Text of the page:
Alright, now remember all of the same rules apply to longitudinal waves, all the same rules apply to longitudinal waves that apply to transverse waves. The speed relation, they all have amplitudes, they have periods, they have frequency, etc. The thing unique to each type of wave is the energy that it carries and more importantly the speed. So we're going to talk a little bit about the speed here specifically the speed of sound in an ideal gas. This is equal to the square root of gamma RT over M where R is the ideal constant which is 8.3 joules per mole Kelvin. That's in SI units and gamma is a constant called the heat capacity ratio. Remember guys or if you haven't learned it yet you will see it soon that the heat capacity given by the capital C is a measure of how much heat is needed to change the temperature of a substance. Now since this doesn't cover really thermodynamics, the section is not dealing with thermodynamics, the heat capacity ratio won't really be addressed too much but this is just what it is. There happened to be two heat capacities that exist for gases. The heat capacity at constant pressure and the heat capacity at constant volume. The ratio is as it sounds just the ratio of those two heat capacities. Now the speed of sound in air is a very very common formula given in this orange box where T is in units of degrees Celsius. This T is in units of Kelvin. Whenever you have T, typically in an equation it's going to be in Kelvin but this specific one for the speed of sound is an outlier. It's written so that T is in units of Celsius.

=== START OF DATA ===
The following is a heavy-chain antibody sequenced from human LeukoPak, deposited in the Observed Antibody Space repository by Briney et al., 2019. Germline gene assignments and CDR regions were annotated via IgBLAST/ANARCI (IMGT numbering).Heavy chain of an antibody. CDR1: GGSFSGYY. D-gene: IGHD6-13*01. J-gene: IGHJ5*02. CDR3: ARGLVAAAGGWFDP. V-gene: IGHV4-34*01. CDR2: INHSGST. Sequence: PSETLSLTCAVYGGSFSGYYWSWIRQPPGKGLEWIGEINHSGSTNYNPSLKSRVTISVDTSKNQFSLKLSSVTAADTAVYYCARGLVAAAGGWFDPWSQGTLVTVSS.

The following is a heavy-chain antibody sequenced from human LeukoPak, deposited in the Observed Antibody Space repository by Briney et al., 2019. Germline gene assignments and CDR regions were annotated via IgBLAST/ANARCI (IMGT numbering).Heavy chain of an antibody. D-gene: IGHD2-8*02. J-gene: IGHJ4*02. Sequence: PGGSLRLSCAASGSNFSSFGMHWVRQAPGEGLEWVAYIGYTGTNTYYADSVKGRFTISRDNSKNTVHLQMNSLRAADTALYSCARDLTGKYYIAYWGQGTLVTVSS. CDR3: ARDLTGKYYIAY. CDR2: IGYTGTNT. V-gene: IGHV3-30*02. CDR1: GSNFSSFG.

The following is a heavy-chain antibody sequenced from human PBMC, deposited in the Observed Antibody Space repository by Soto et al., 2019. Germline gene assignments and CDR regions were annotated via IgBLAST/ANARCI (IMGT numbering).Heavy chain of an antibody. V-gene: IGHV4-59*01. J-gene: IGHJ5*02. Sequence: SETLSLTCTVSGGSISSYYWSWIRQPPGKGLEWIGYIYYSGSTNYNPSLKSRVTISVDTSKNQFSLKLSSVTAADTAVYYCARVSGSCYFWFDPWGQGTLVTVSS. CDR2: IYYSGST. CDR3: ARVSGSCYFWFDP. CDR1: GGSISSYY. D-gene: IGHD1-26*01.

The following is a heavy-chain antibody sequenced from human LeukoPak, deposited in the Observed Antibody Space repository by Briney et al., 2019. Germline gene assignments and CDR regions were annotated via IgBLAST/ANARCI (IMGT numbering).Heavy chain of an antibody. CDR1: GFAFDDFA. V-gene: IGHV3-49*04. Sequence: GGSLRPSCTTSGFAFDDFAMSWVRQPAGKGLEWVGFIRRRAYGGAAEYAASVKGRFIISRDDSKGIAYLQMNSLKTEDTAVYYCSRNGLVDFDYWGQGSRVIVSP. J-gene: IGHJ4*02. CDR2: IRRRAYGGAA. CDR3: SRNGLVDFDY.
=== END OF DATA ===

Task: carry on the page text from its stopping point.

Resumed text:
Let's do an example to wrap this up. What is the heat capacity ratio for air? Consider air to have a molar mass of 2.88 times 10 to the -2 kilograms per mole. Now because temperature appears in both speed equations, we have that the speed of sound is specifically 331 meters per second times the square root of 1 plus T over 273 and it appears in gamma RT over M. Those T's are going to balance out so we can actually choose whatever temperature we want. I'm going to choose a temperature of zero degrees Celsius which equals 273 Kelvin. If I plug in zero here then this is just 331 and this equals the square root of gamma RT over capital M. Capital M is the molar mass and we're told that the molar mass of air is considered to be this. So all I have to do now is do 331 squared equals gamma RT over M and so gamma is M 331 squared over RT and so gamma, sorry let me minimise myself so you can see that equation, M 331 squared over RT so gamma is just 2.88 times 10 to the -2, 331 squared, those are both in SI units already, R was given in SI units 8.3, temperature in SI units is 273 and this works out to 1.4 and if you were to look up the heat capacity ratio for air you would indeed find that it is 1.4. Alright guys, that wraps up this introduction into sound waves. Thanks for watching.